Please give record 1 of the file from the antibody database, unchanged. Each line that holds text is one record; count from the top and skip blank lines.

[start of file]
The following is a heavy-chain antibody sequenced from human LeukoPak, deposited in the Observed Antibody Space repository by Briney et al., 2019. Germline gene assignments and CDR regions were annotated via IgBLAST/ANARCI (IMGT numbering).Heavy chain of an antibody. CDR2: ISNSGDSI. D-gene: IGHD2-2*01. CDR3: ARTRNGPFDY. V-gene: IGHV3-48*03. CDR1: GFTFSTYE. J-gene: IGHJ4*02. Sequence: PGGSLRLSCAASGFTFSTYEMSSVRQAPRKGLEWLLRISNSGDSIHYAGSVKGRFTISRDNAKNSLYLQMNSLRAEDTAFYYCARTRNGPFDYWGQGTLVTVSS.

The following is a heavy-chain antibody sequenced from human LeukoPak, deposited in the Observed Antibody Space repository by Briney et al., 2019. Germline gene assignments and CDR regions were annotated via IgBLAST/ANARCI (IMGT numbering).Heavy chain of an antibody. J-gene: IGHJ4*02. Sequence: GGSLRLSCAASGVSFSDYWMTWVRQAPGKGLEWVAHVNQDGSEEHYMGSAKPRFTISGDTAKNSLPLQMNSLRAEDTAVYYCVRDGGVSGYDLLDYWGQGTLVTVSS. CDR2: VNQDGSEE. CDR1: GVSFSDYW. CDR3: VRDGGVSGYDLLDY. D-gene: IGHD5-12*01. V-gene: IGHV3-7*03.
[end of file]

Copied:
The following is a heavy-chain antibody sequenced from human LeukoPak, deposited in the Observed Antibody Space repository by Briney et al., 2019. Germline gene assignments and CDR regions were annotated via IgBLAST/ANARCI (IMGT numbering).Heavy chain of an antibody. CDR2: ISNSGDSI. D-gene: IGHD2-2*01. CDR3: ARTRNGPFDY. V-gene: IGHV3-48*03. CDR1: GFTFSTYE. J-gene: IGHJ4*02. Sequence: PGGSLRLSCAASGFTFSTYEMSSVRQAPRKGLEWLLRISNSGDSIHYAGSVKGRFTISRDNAKNSLYLQMNSLRAEDTAFYYCARTRNGPFDYWGQGTLVTVSS.